It's not perfect, but here's to looking at the glass half full.
I was angry and frustrated with the TTC this past week. Several times. Sometimes, I find the weaknesses in the system, which are overwhelmingly due to insufficient funding, get me down.
It’s easy to get worn thin by the slog of a commute. And it’s easy to get worn thinner by the poor decisions the City makes when it comes to transit, the waste of time and money, and the weak justifications of political projects that purport to stand for an “adult conversation.”
Then I arrived at York University’s campus and saw the almost-finished subway station. The new line will be open at the end of this year. Now there’s something to be excited about. Some days the glass is half full.
Before I go on about the many positive things the new subway extension will bring, a few caveats:
I will personally benefit from this extension. My commute will be faster, easier, and more comfortable. I will no longer have to squish myself into the express bus or wait in long lines at the unsheltered university bus stops in blizzards and rainstorms.
Secondly, this extension has been far from a model project. It has experienced serious cost overruns and construction delays, and, worst of all, a worker lost his life on the university’s building site.
Lastly, extending the subway to York University and into Vaughan was not the City’s top transit priority. The Relief Line has been the most urgently needed expansion of the TTC’s heavy rail system for at least 15 years. Instead, we have built the Sheppard Line and now this northwest extension. When they were digging at Sheppard and Don Mills, they should have pointed that tunnel south. Alas.
The good news about the York U extension is that while it isn’t the best project, it is far from the worst. There are many good reasons for the whole city to be excited about the opening of this new part of the subway.
The most prosaic reason to be excited is that it will take a lot of buses off Toronto streets. There will be a new terminal in Vaughan, so hundreds of buses will no longer come below Steeles to drop their charges at York U. Hundreds fewer will also leave from Downsview station, thus reducing traffic in the Sheppard/Dufferin/Finch area.
A new station at Keele and Finch will improve the connection of the densest quarter of the city to the rest of it. I remember John Sewell talking about the new City Plan several years ago on TVO’s The Agenda, and specifically naming Keele and Finch as a wasted major intersection. Facilitating mobility to and from the neighbourhood should see some improvements there.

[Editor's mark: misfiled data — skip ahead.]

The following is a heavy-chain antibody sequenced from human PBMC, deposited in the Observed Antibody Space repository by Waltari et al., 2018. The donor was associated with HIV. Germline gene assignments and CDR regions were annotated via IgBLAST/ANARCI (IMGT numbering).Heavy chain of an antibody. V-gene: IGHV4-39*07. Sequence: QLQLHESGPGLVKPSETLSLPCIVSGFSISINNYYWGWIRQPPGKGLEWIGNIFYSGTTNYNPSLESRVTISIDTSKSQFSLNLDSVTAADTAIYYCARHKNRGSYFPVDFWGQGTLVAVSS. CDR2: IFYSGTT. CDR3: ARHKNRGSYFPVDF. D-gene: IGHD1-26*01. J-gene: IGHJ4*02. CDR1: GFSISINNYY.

Transit infrastructure in the northwest corner of the city is inadequate. There is a large population—and especially, a large number of newcomers—who are stuck with too-infrequent, overcrowded buses that run on a too-large grid system. In between the enormous city blocks are winding suburban developments that are inefficient paths for transit routes.
The new station will make a difference. Being able to access the rest of the city at a major hub such as Keele and Finch will open up many work, education, and social opportunities for area residents. When the station is then linked with the forthcoming Finch LRT, it will be transformative.
One of the most exciting things about the new line is its original purpose: it will connect post-secondary institutions serving over 60,000 students to the city and the region above it. York University and Seneca at York share a campus that overwhelmingly serves commuters. Only a few thousand live in campus residence.
On any given day, that campus is the single-largest commuter destination in the city. Improving access to it from both north and south is great for pragmatic reasons alone. The particular purpose of the place, however, is what really matters.
Access to education improves lives. It improves self-knowledge, the capacity to participate in civic life, and employment opportunities. Networks with fellow students are often the foundation of professional and social relationships that last a lifetime. It is hard to overstate the importance of these opportunities for individuals.
More than other institutions, York and Seneca are full of students whose families are new to Canada or often the first in their families to attend post-secondary education. This creates a mini-society on campus that truly represents the region’s diversity in every way: ethnicity, religion, gender, sexuality, language, social interest, political perspective. The unspoken exchanges alone that happen every day in that place are amazing.
The benefit to society is even larger. Universities are not just places of instruction. They are places of the generation, communication, and exchange of knowledge. They are points of connection for others across the city, country, and around the world; people bring their ideas about everything from germs to marketing to politics to dance, and share what they know.
Universities then disseminate what they learn back out to society—not just in the classroom, but through the media, talks, and other public events. Merely setting foot onto a university campus can make the difference to a student, young or old, who is wondering if it’s possible. Accessibility is critical.
It doesn’t take that long to get up to York from downtown, but it feels like it does. When you can jump on a subway train and arrive directly on campus in 20 minutes or so, you might be more likely to come up for an event some afternoon or evening.
More exchange with and among post-secondary institutions is one of the most fruitful ways we can improve mobility in the Toronto area. The entire city and surrounding region will benefit from it. This subway extension is just the first step of a network that will connect Humber College when the LRT is built.
These are positive, enriching transit developments. They are worth getting excited about. Raise that glass—it’s half full after all.